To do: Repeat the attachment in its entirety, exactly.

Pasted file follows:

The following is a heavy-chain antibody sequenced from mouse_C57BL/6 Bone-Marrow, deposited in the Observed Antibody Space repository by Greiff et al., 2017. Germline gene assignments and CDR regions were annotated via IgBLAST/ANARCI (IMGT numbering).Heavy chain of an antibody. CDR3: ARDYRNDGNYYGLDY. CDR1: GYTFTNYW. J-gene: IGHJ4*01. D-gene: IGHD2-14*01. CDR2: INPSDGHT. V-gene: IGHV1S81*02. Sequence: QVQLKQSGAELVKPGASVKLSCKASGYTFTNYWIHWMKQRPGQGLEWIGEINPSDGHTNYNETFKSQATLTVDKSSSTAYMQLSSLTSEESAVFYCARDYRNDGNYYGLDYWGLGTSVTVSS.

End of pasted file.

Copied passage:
The following is a heavy-chain antibody sequenced from mouse_C57BL/6 Bone-Marrow, deposited in the Observed Antibody Space repository by Greiff et al., 2017. Germline gene assignments and CDR regions were annotated via IgBLAST/ANARCI (IMGT numbering).Heavy chain of an antibody. CDR3: ARDYRNDGNYYGLDY. CDR1: GYTFTNYW. J-gene: IGHJ4*01. D-gene: IGHD2-14*01. CDR2: INPSDGHT. V-gene: IGHV1S81*02. Sequence: QVQLKQSGAELVKPGASVKLSCKASGYTFTNYWIHWMKQRPGQGLEWIGEINPSDGHTNYNETFKSQATLTVDKSSSTAYMQLSSLTSEESAVFYCARDYRNDGNYYGLDYWGLGTSVTVSS.